We’re discussing whether our organization will use a popup user survey on our web site . . .
“I propose doing the survey without the popups,” I say. “That’s why browsers have popup blockers, because people don’t like popups. A popup is like a poke in the eye. I don’t like it when things pop up unexpectedly and poke me in the eye. Whenever that happens, I make sure not to go back to that place anymore.”
Unfortunately, no one picks up on the “popped up and poked me in the eye” motif because I was then going to chide them for their junior high school mentality.
“I had a teacher who used to say that,” a young woman says. “‘It’s better than a poke in the eye with a sharp stick.'”
I say, “I used to work with a guy who said, ‘You can’t beat that with a sharp stick.’ Why would the stick have to be sharp if you’re going to beat someone with it? You’re really just looking for something with a little heft to it.”
The same woman says, “I had a boyfriend who used to say, ‘You’re not going to hold that over my shoulder, are you?'”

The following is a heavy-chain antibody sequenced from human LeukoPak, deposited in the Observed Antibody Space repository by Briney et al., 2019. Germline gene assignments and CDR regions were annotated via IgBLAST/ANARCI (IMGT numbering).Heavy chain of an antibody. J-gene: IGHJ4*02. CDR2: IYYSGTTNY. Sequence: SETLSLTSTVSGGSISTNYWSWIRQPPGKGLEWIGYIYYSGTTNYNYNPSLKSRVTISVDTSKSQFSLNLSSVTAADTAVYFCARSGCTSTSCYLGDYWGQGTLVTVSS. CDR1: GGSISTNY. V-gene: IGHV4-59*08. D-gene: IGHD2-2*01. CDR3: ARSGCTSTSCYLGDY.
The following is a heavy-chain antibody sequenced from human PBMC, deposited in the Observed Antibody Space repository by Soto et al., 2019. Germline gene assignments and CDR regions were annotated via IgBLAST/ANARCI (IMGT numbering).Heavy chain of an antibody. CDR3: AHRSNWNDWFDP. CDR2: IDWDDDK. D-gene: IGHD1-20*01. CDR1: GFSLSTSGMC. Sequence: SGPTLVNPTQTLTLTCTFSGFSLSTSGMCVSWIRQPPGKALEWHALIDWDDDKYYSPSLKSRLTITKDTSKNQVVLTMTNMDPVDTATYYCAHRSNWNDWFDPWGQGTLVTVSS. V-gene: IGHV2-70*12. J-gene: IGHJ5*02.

“You have abysmal taste in men.”
I wasn’t able to persuade the team to abandon the popups. The argument in favor was that a lot of web sites use popup surveys so how bad can they be?
I worked for a dot-com consulting company during the boom and bust of that industry. The whole thing was based on the notion that everyone else is doing it so it must be a good idea.
The subsequent implosion of the entire industry disproved that theory rather dramatically.
Since then, I try to stay open to the possibility that even though a lot of people are doing something, it still may not be a good idea . . .
Thus spoke The Programmer.